Earlier this year I posted about the ACCORD study that was discontinued because more subjects in the intensive-glucose-control arm of the study were dying than were those whose glucose was less strictly controlled. In this post I made the case that one of the reasons this might be happening is that the strict-glucose-control was brought about by various drug regimens, none of which address the underlying problem of too much insulin. If insulin resistance and hyperinsulinemia are the real problems here (and my bet is that they are), drug combinations deal only with one of the symptoms – the elevated glucose of type II diabetes – and not the underlying problem. The underlying problems continue to chug along causing more disease, disability and death. (Another possibility is that the drugs themselves are causing the increase in death.) All of which doesn’t really make the outcome all that surprising.
And even less surprising is the horde of diabetes ‘experts’ who are stampeding over the cliff with the idea that careful glucose control isn’t the panacea they had hoped it would be. Unfortunately, it isn’t they who will be splattered on the rocks below; it will be their patients instead.
Last week’s New England Journal of Medicine published the ACCORD study (full text here), and the authors concluded:
As compared with standard therapy, the use of intensive therapy to target normal glycated hemoglobin levels for 3.5 years increased mortality and did not significantly reduce major cardiovascular events. These findings identify a previously unrecognized harm of intensive glucose lowering in high-risk patients with type 2 diabetes.
The implication of these conclusions is that focusing on blood sugar control is a fool’s errand irrespective of how the blood sugar is controlled.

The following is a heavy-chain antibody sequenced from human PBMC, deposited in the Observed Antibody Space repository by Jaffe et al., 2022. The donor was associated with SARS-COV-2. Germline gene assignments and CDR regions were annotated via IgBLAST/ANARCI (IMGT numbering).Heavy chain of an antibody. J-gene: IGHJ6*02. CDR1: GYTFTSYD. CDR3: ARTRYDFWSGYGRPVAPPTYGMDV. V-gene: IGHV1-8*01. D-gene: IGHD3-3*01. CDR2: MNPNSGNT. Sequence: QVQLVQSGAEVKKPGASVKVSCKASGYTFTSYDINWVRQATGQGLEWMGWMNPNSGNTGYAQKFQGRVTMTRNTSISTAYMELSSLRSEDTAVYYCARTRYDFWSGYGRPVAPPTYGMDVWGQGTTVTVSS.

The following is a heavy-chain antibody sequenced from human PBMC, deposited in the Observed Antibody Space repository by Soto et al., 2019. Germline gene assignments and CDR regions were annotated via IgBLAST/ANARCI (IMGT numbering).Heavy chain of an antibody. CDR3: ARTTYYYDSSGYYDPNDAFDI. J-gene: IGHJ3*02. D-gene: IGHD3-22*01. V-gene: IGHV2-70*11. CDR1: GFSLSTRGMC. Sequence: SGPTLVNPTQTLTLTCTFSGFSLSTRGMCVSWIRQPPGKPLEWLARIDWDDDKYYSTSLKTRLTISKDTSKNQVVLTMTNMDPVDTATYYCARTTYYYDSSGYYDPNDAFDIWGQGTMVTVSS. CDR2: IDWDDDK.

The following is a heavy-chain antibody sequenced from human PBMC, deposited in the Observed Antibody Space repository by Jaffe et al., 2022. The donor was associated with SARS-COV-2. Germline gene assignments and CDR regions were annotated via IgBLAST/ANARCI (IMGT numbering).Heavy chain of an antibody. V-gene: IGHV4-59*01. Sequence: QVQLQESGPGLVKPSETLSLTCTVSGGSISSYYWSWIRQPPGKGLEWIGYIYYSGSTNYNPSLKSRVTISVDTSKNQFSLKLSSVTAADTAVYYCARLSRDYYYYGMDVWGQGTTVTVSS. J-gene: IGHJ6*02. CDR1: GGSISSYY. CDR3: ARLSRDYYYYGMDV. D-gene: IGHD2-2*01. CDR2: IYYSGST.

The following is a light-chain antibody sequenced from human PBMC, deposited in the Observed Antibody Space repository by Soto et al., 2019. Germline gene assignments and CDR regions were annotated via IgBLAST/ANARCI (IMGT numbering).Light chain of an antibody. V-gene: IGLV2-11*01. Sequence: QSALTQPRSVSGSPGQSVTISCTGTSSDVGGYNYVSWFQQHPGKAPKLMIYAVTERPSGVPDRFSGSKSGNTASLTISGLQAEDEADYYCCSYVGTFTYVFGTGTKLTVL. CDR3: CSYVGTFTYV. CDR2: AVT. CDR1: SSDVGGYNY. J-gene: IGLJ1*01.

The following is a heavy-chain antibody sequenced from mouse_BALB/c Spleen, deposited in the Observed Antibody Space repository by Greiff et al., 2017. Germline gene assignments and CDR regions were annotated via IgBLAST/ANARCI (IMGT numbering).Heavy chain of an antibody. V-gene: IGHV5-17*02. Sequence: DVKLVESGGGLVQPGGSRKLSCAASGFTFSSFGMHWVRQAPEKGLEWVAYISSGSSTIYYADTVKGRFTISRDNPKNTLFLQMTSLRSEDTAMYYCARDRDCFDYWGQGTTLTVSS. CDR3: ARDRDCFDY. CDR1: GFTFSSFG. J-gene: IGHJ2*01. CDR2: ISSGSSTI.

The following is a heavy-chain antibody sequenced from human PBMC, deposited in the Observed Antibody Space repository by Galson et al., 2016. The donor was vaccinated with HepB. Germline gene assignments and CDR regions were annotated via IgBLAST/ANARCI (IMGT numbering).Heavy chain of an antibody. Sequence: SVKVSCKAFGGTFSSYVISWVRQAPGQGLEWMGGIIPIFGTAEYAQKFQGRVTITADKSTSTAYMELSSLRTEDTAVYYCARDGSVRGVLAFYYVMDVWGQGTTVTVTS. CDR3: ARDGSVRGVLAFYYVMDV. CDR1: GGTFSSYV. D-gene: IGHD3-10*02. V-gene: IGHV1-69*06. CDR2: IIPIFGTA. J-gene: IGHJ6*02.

The low-carb diet is probably the single most effective method known of reducing insulin resistance, hyperinsulinemia and elevated blood sugar, yet it was ignored in the ACCORD study. And, unfortunately, is pretty much ignored throughout the mainstream medical community. Dr. Richard Feinman and the Nutrition & Metabolism society (of which yours truly is a member in good standing) would like to see that rectified. You can help by signing the petition below that will be presented to the NIH and/or other organizations (ADA, for example) and governmental bodies.
Here is the full text of the petition.
NIH must acknowledge existing science!
National Institute of Health re: the ACCORD Diabetes Study: “Intensively targeting blood sugar to near-normal levels … increases risk of death. ”
This statement is untrue. This study lowered blood glucose levels only by aggressive drug treatment.
Preventative measures and proven non-drug treatments are being ignored by the NIH, ADA and many other governing agencies.
There is abundant scientific evidence proving a carbohydrate restricted diet can be as effective as drugs in lowering blood glucose levels safely. Many times diet is more effective than medication in controlling diabetes – all without side effects or increased risk of death.
I ask that the NIH publically retract the above statement. It is misleading the public.
I also request that the NIH acknowledge the existing science and fund more research by the experts who have experience with carbohydrate restriction as a means of treatment for diabetes.
For more info, or to help people with diabetes, please e-mail firstname.lastname@example.org .
Click here for petition
As always, these things carry much more weight if they are personalized, so take a minute and add a brief comment about your own experience with low-carb diets.
Thanks from all of us at the Nutrition and Metabolism Society in helping us reach our goal of 15,000 signatures.